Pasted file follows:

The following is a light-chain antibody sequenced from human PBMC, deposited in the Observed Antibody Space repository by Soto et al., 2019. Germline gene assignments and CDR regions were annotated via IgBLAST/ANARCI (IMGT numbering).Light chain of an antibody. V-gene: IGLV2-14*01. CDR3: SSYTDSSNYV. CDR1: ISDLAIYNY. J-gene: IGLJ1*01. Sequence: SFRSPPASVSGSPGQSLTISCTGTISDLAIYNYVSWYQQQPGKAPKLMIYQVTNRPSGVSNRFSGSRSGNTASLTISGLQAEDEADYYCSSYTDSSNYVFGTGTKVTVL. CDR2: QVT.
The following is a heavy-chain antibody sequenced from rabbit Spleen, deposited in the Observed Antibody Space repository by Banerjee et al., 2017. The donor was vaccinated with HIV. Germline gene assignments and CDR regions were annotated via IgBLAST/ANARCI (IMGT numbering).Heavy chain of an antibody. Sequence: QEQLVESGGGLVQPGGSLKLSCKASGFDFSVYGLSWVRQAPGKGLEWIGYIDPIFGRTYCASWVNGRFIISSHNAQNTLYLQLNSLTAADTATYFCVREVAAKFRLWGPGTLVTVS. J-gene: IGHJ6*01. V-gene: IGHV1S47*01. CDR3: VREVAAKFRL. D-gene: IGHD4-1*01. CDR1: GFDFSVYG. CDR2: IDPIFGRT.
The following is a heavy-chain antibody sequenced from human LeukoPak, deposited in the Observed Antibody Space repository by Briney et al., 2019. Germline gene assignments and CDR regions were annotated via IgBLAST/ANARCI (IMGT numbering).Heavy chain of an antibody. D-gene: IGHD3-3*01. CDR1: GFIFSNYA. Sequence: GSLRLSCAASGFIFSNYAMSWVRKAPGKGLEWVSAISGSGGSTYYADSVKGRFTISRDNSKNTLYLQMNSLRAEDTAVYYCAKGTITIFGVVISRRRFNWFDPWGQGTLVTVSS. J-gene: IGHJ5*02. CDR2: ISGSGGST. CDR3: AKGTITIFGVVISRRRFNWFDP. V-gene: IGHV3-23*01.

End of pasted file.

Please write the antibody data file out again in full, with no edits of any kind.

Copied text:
The following is a light-chain antibody sequenced from human PBMC, deposited in the Observed Antibody Space repository by Soto et al., 2019. Germline gene assignments and CDR regions were annotated via IgBLAST/ANARCI (IMGT numbering).Light chain of an antibody. V-gene: IGLV2-14*01. CDR3: SSYTDSSNYV. CDR1: ISDLAIYNY. J-gene: IGLJ1*01. Sequence: SFRSPPASVSGSPGQSLTISCTGTISDLAIYNYVSWYQQQPGKAPKLMIYQVTNRPSGVSNRFSGSRSGNTASLTISGLQAEDEADYYCSSYTDSSNYVFGTGTKVTVL. CDR2: QVT.
The following is a heavy-chain antibody sequenced from rabbit Spleen, deposited in the Observed Antibody Space repository by Banerjee et al., 2017. The donor was vaccinated with HIV. Germline gene assignments and CDR regions were annotated via IgBLAST/ANARCI (IMGT numbering).Heavy chain of an antibody. Sequence: QEQLVESGGGLVQPGGSLKLSCKASGFDFSVYGLSWVRQAPGKGLEWIGYIDPIFGRTYCASWVNGRFIISSHNAQNTLYLQLNSLTAADTATYFCVREVAAKFRLWGPGTLVTVS. J-gene: IGHJ6*01. V-gene: IGHV1S47*01. CDR3: VREVAAKFRL. D-gene: IGHD4-1*01. CDR1: GFDFSVYG. CDR2: IDPIFGRT.
The following is a heavy-chain antibody sequenced from human LeukoPak, deposited in the Observed Antibody Space repository by Briney et al., 2019. Germline gene assignments and CDR regions were annotated via IgBLAST/ANARCI (IMGT numbering).Heavy chain of an antibody. D-gene: IGHD3-3*01. CDR1: GFIFSNYA. Sequence: GSLRLSCAASGFIFSNYAMSWVRKAPGKGLEWVSAISGSGGSTYYADSVKGRFTISRDNSKNTLYLQMNSLRAEDTAVYYCAKGTITIFGVVISRRRFNWFDPWGQGTLVTVSS. J-gene: IGHJ5*02. CDR2: ISGSGGST. CDR3: AKGTITIFGVVISRRRFNWFDP. V-gene: IGHV3-23*01.